Learning Management Systems: Features, Usability, and Hosting

A major Learning Management System (LMS) provider recently declared that their system has more than 700 features. Clearly, they feel that offering so many features is a competitive advantage.

From a sales and marketing standpoint, they may be right. Buyers tend to like systems that offer a lot of “check the box” functionality. After all, more is better, right? Well, in the case of an LMS, maybe not.  Excessive features may not just go unused. They likely drive up costs, increase complexity, undermine the user experience, and increase conflicts as supporting applications, such as browsers, are updated.

Let’s face it: Excessive features increase the vendor’s cost to develop and maintain the application, thereby driving up the licensing and maintenance costs. It takes a lot of time and money to create all those features, and vendors need to recoup their costs through higher licensing fees.

Excessive features also make an LMS more complex, increasing users’ and administrators’ learning curve. Additionally, it requires extra clicks to accomplish even the most basic tasks, thereby increasing the administrative effort required to configure and maintain the LMS.

And with hundreds of features, there is a high probability something won’t work on a new version of Internet Explorer, Chrome, Firefox or Safari.  Seeing that at least one of these browsers releases an update every month, that’s 12 times a year you could run into a conflict.

Maybe that’s why a lot of companies are unhappy with their current LMS. In fact, a recent study from the Brandon Hall Group found that 27% of respondents flat-out hate their LMS.

So what is the right blend between LMS functionality and usability? Unfortunately, there is no hard-and-fast rule, as each organization has unique learning management needs. However, there are some key functions pretty much every organization needs. They include:

  • Branding options to customize the look of the LMS
  • Support for SCORM elearning standards
  • Training rules to automate course assignments
  • Training due dates and refresher dates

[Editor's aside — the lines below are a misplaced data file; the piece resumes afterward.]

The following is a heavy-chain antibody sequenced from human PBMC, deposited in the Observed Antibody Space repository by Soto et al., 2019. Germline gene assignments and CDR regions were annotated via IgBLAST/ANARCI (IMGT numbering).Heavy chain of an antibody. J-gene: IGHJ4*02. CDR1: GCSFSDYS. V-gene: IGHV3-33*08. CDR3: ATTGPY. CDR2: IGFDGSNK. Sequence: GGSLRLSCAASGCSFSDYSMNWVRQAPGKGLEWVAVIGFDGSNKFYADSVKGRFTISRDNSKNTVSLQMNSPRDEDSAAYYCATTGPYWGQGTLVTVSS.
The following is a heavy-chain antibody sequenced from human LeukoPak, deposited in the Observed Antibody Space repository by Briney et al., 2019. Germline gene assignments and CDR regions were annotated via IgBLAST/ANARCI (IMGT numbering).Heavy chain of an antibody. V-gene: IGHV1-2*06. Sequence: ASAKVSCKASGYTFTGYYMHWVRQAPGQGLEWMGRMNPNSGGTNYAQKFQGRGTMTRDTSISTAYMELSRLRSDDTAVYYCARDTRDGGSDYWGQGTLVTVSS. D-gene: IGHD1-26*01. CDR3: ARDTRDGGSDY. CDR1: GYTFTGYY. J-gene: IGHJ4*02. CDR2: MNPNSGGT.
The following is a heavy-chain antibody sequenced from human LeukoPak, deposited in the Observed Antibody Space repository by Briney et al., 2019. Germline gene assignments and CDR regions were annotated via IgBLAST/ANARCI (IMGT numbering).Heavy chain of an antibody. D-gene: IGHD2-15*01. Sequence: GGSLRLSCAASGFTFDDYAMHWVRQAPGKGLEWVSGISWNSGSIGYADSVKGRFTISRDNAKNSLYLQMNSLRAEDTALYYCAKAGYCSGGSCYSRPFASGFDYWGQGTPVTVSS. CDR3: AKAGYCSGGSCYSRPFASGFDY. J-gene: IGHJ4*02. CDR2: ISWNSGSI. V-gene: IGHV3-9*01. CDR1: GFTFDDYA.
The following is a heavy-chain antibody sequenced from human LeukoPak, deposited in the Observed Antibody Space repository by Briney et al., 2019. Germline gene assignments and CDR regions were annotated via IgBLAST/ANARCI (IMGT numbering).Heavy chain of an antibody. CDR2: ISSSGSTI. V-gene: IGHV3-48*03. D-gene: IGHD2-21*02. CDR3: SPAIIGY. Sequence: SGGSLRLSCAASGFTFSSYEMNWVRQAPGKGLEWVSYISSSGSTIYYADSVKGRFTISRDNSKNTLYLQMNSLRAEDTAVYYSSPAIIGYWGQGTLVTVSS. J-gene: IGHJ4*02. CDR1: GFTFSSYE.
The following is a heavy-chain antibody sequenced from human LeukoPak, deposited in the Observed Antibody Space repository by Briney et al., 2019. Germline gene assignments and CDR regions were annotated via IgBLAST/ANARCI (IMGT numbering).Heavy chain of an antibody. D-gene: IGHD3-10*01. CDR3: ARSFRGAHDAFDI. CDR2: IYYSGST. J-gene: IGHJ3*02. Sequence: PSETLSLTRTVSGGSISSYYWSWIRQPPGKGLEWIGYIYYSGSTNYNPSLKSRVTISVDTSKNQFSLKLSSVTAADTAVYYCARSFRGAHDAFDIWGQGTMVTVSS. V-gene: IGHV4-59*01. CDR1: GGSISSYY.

• Course catalog functionality for elective courses
  • User grouping ability to manage assignments, course catalog access, and reporting
  • Flexible administrator and reporting permissions
  • Comprehensive reporting tools

Other commonly used functions include:

  • Support for Instructor-led Training (ILT)
  • User email notifications
  • Automatically generated and emailed reports
  • Ecommerce

If you’re in the market for an LMS, take a step back from the “check the box” mentality and ask yourself, “Which features does my organization really need?” Once you narrow down the list, place a strong emphasis on usability. After all, your new LMS should increase productivity, not frustration.

Why License a Hosted LMS Solution?

There has been tremendous growth in hosted LMS solutions over the past few years. Sometimes referred to as Software as a Service (SaaS) or Application Service Provider (ASP) agreement, a hosted LMS provides the right to use an application hosted by the vendor and accessed via the Internet, rather than licensing the application and installing it on local servers. The advantages of a hosted LMS solution include:

  • Reduced upfront costs
  • Accelerated speed of implementation
  • Immediate access to the most recent version of the application
  • Limited, if any, demands on the organization’s IT resources

The last point is often the biggest driver behind selecting a hosted LMS. To non-techies, installing and maintaining an LMS may sound easy, but it can be costly and time consuming. For instance, installing an LMS may require:

  • A separate server to house the LMS or, at a minimum, reconfiguring an existing server
  • Installing and maintaining a backup server and support protocols
  • Licensing and installing additional software to support the LMS, such as an SQL database, ISS, backup software, etc.

In addition, installing and maintaining an LMS also requires a significant commitment of IT hours to:

  • Install and configure the server, application, and supporting software
  • Reconfigure firewall and security software to support the LMS for internal and external users
  • Install patches and software updates
  • Provide technical support and troubleshooting

With a hosted solution, the vendor takes care of these IT issues, allowing internal IT resources to concentrate on your organization’s existing technology infrastructure. In our experience at LeanForward, it’s a major reason why more than 85% of our clients choose our hosted LMS solution.

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